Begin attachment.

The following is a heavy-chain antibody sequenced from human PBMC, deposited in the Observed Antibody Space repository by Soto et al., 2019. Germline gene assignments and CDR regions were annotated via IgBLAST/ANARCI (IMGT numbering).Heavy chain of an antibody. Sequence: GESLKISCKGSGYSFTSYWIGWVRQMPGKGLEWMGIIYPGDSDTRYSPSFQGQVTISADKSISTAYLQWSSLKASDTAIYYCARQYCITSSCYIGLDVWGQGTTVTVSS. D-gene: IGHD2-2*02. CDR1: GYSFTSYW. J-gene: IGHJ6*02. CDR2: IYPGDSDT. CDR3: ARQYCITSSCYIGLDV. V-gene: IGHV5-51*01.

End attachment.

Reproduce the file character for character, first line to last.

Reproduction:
The following is a heavy-chain antibody sequenced from human PBMC, deposited in the Observed Antibody Space repository by Soto et al., 2019. Germline gene assignments and CDR regions were annotated via IgBLAST/ANARCI (IMGT numbering).Heavy chain of an antibody. Sequence: GESLKISCKGSGYSFTSYWIGWVRQMPGKGLEWMGIIYPGDSDTRYSPSFQGQVTISADKSISTAYLQWSSLKASDTAIYYCARQYCITSSCYIGLDVWGQGTTVTVSS. D-gene: IGHD2-2*02. CDR1: GYSFTSYW. J-gene: IGHJ6*02. CDR2: IYPGDSDT. CDR3: ARQYCITSSCYIGLDV. V-gene: IGHV5-51*01.